How to Monitor MySQL Database Performance

DigitalOcean Managed Databases include metrics visualizations so you can monitor performance and health of your database cluster. There are two kinds of metrics:

  • Cluster metrics monitor the performance of the nodes in a database cluster. Cluster metrics cover primary and standby nodes; metrics for each read-only node are displayed independently. This data can help guide capacity planning and optimization. You can also set up alerting on cluster metrics.

  • Database metrics monitor the performance of the database itself. This data can help assess the health of the database, pinpoint performance bottlenecks, and identify unusual use patterns that may indicate an application bug or security breach.

There are two groups of MySQL metrics: master server metrics, which are metrics on all databases in the cluster, and database metrics, which are metrics on individual database performance.

View MySQL Metrics

To view performance metrics for a MySQL database cluster, click the name of the database to go to its Overview page, then click the Insights tab.

The Insights tab of a Managed Database cluster

The Select object drop-down menu lists the cluster itself and all of the databases in the cluster. Choose the database to view its metrics.

In the Select Period drop-down menu, you can choose a time frame for the x-axis of the graphs, ranging from 1 hour to 30 days. Each line in the graphs will display about 300 data points.

By default, the summary to the right shows the most recent metrics values. If you hover over a different time in a graph, the summary will display the values from that time instead.

Note
You may notice gaps in your metrics data from outages, platform maintenance, or a database failover or migration. You can check DigitalOcean’s status page for outages, review the cluster maintenance window, visit the cluster’s Settings > Logs & Queries page to look for failovers and migrations.

If you recently provisioned the cluster or changed its configuration, it may take a few minutes for the metrics data to finish processing before you see it on the Insights page.

MySQL Master Server Metrics Details

MySQL-specific master server metrics include:

  • Connection status: the number of threads created, connected, and running in relation to the connection limit.

  • Index vs. sequential reads: The reads using an index as a proportion of the total reads across all databases on the server.

  • Operations throughput: Throughput of fetch, insert, update and delete operations across all databases on the server.

Master server metrics are displayed in the same view as cluster performance metrics.

Connection Status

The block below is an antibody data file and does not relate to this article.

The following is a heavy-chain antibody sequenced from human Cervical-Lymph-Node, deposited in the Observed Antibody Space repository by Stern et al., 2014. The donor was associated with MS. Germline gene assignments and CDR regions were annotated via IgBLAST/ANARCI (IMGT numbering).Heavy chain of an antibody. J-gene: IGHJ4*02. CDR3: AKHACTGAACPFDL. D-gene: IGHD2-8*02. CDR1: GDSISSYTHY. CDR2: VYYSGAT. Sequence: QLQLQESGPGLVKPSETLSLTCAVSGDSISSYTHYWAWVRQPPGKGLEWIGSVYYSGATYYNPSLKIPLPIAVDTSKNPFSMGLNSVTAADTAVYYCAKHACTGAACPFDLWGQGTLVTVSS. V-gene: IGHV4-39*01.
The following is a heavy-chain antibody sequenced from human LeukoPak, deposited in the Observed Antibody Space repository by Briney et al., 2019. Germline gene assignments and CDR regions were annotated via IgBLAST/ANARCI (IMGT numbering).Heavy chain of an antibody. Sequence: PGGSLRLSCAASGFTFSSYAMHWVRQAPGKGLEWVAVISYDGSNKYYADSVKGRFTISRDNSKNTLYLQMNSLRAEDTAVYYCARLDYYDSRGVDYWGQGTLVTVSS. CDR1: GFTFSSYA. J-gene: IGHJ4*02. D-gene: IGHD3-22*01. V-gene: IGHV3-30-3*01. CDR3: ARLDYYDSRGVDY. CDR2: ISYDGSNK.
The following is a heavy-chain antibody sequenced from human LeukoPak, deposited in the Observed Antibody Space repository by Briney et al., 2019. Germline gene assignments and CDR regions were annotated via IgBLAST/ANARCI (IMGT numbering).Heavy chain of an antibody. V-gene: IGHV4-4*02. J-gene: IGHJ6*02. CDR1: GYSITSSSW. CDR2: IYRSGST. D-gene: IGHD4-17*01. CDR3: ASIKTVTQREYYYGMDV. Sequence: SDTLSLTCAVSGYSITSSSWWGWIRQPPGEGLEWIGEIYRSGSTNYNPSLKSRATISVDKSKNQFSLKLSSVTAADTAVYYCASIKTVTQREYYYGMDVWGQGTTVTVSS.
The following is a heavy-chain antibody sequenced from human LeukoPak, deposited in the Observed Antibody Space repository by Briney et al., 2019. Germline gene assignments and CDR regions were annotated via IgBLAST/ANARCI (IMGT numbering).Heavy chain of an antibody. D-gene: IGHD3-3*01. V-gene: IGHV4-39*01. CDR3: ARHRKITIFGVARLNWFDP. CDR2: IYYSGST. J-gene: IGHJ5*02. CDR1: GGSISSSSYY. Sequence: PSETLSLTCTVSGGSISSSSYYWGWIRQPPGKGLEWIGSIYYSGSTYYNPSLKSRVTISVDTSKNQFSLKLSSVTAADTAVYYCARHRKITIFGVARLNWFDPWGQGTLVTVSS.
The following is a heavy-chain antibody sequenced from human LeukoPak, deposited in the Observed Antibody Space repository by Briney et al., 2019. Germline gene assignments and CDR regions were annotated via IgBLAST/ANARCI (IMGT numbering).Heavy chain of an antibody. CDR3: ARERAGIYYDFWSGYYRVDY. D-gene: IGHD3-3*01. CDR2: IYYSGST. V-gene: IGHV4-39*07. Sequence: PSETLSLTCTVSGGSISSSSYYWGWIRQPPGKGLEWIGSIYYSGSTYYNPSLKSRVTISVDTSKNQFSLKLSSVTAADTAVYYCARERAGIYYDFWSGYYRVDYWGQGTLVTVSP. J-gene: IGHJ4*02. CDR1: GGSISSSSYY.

The connection status plot displays the number of client threads, i.e. processes, grouped by the following statuses:

  • Threads connected to the server
  • Threads created
  • Currently executing threads

This plot also displays the connection limit as a dotted line.

MySQL connection status plot

If the number of connected threads regularly approaches or exceeds the connection limit, consider implementing client-side connection pooling or upgrading your database plan to increase your connection limit.

Index vs. Sequential Reads

The index vs. sequential reads plot presents the proportion of reads that use an index over the total number of reads across all databases (schemas) on the master server.  

MySQL index vs. sequential reads plot

In general, queries across large tables can be optimized through the use of an index. Use the MySQL query statistics on the Logs & Queries tab and the EXPLAIN statement to identify slow queries that may benefit from the addition of an index.

Operations throughput

The operations throughput plot displays the rate of fetch, insert, update and delete operations per second across all databases (schemas) on the master server.

MySQL operations throughput plot

You can compare this plot with node performance metrics to identify potential resource constraints. For more insights, look at the individual database-level metrics and the query statistics on the Logs & Queries page.

MySQL Database Metrics

MySQL databases have the following metrics:

  • Throughput: row-based throughput of fetches, inserts, updates, and deletes
  • Latency: latency of fetches, inserts, updates, and deletes

Throughput

The throughput plot shows the rate of fetches, inserts, updates, and deletes in rows per second.

MySQL throughput plot

If you observe bottlenecks, look for slow queries in the query statistics on the Logs & Queries page, then use the EXPLAIN statement to explore opportunities for query optimization.

Latency

The latency plot shows the average time, in seconds, of fetches, inserts, updates, and deletes.

MySQL latency plot

If you observe bottlenecks, use the EXPLAIN statement for optimization recommendations.